Kenya’s Black Rhinos Are On the Rise

3 mins

Kenya has 85 more critically endangered eastern black rhinos than last year thanks to effective conservation efforts.

The number of eastern black rhinos in Kenya rose by 10 per cent last year, with 938 recorded to be roaming wild up 85 from 2020.

The survey conducted by the Worldwide Fund for Nature (WWF) far surpasses the goal of achieving 830 black rhinos as set in the national Black Rhino Action Plan in 2017 created to asses the constraints on conserving the sub species in the African Nation.

The Kenyan population of eastern black rhinos, a critically endangered species, has more than doubled in the last 20 years from 430 recorded back in 2001.

The significant increase is being attributed to effective conservation measures such as improved anti-poaching capacity and robust monitoring of populations

In 2020, Kenya achieved a significant milestone; zero poaching, the first in over 20 years.

Yussuf Adan, head of biodiversity, research and innovation at WWF-Kenya said: ‘In 2021, black rhinos in Kenya recorded an unprecedented increase.

‘While this is welcome news, the threat to rhinos continues today. WWF will remain at the forefront working with government agencies and partners to safeguard this critically endangered species for present and future generations.’

rhino with horns looking to camera
Black rhinoceros (Diceros bicornis) female and young in the mud, Masai-Mara Game Reserve, Kenya. February.

Despite this welcome news, the threat from poaching in Kenya driven by international demand for rhino horn has not gone away with six confirmed cases – one black rhino and five white rhinos killed for their horn – in 2021 alone.

Around 96 per cent of black rhinos were lost to large-scale poaching between 1970 and 1992 across Africa but effective conservation efforts in Namibia, Kenya, Zimbabwe and South Africa have seen the total number grow from 2,600 in 1997 to around 5,630 today.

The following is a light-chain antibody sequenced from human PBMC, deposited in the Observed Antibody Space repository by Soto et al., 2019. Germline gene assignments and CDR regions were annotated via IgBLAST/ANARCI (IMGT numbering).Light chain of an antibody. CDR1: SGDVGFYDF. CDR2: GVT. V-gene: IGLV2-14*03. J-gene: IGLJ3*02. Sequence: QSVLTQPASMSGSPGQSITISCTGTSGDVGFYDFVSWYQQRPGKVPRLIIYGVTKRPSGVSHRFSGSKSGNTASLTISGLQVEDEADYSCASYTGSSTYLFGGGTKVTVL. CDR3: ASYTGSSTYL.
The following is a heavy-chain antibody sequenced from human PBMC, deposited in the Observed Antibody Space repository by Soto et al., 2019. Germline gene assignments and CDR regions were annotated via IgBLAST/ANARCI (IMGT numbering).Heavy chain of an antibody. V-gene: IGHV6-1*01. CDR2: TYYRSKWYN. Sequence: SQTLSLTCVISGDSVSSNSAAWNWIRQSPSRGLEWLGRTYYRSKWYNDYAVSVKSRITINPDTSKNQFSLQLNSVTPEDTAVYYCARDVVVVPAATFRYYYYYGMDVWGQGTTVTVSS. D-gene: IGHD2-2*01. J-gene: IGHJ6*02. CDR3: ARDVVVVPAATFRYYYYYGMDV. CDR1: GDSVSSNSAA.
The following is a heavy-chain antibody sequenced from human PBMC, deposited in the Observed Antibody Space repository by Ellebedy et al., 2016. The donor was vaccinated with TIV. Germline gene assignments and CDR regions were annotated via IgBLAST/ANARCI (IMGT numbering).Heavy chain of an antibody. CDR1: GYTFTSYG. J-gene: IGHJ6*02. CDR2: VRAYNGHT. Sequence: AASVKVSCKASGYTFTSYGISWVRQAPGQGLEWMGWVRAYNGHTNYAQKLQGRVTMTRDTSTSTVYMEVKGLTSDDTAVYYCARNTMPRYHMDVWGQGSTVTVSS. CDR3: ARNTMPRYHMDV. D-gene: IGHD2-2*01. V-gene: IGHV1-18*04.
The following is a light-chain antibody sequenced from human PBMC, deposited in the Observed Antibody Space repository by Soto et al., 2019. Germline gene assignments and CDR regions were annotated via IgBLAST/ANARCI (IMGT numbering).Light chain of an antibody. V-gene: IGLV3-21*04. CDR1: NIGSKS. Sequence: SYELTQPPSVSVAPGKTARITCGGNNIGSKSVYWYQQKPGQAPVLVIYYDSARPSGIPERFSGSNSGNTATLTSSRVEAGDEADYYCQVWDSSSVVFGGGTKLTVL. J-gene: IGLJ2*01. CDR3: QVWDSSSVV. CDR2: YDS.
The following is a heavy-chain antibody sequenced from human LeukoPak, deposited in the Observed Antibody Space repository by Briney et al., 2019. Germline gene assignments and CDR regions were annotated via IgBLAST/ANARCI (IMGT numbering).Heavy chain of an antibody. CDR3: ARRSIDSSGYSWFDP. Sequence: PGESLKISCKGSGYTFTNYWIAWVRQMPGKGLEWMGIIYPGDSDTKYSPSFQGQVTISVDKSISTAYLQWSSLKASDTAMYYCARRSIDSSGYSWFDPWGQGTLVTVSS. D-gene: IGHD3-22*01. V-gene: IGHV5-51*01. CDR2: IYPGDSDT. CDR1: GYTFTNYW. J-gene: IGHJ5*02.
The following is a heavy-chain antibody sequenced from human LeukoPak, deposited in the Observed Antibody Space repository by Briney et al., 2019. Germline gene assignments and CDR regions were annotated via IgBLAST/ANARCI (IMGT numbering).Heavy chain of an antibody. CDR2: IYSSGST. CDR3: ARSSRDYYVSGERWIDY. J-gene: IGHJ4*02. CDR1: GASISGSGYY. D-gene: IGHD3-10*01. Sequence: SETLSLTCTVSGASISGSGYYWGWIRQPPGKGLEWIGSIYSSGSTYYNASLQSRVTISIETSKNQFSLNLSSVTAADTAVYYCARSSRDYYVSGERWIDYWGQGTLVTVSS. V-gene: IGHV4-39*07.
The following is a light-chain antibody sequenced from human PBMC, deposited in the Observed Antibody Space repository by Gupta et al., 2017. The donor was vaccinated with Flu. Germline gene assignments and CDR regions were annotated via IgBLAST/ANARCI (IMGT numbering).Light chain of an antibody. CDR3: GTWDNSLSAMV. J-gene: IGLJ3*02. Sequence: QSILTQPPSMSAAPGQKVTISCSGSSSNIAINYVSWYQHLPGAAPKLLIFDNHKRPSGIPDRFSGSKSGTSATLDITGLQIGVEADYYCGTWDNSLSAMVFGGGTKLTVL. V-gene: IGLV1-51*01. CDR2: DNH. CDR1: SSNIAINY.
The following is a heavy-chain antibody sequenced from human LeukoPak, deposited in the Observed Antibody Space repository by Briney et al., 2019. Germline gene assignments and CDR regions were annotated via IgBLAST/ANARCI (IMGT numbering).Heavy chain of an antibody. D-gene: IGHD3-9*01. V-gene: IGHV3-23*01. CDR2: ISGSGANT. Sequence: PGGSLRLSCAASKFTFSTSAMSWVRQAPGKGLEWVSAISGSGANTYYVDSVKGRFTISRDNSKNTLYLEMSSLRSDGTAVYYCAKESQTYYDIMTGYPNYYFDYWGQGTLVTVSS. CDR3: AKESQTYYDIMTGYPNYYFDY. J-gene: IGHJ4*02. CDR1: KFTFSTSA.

Conservation Gains

Since the early 1960s, WWF has supported black rhino conservation in Kenya including monitoring numbers, and providing equipment and infrastructure, such as watchtowers in ranges.

The organisation also supports wildlife ranger training, such as scene of crime and rhino monitoring courses, as well as efforts to improve staff welfare including living standards and food supplies.

Katherine Elliott, senior programme adviser – Africa, at WWF-UK, said:  ‘It is heartening that, thanks to conservation efforts over many years, eastern black rhino numbers are continuing to rise in Kenya. However, the future of the species is still not assured and they remain critically endangered across Africa, and we must keep up efforts to protect these magnificent animals and the habitats in which they live. 

‘Rhinos play a crucial role in their environment, as their grazing and browsing helps to maintain a healthy balance of shrub and grass cover benefitting other wildlife. Healthy wildlife populations attract tourists which help provide local communities with employment and a source of income.

‘By helping to protect the rhino, we can safeguard its environment for the benefit of both people and wildlife for generations to come.’

Black rhinoceros mother and calf, Lewa & Borana
Black rhinoceros mother and calf, Lewa & Borana. Credit: WWF_Kenya

Black rhinos are classified as critically endangered by the International Union for Conservation of Nature (IUCN) Red List. They are the smaller of the two African rhino species and are also called the hook-lipped rhino due to their pointed upper lip. They were once found throughout sub-Saharan Africa, with the exception of the Congo Basin, but are now limited to protected areas in the east and south of the continent.

Kenya is home to 80 per cent of the eastern subspecies of the black rhino. They are distributed among eight national parks, one national reserve (Maasai Mara), one community sanctuary (Sera) and five private sanctuaries.

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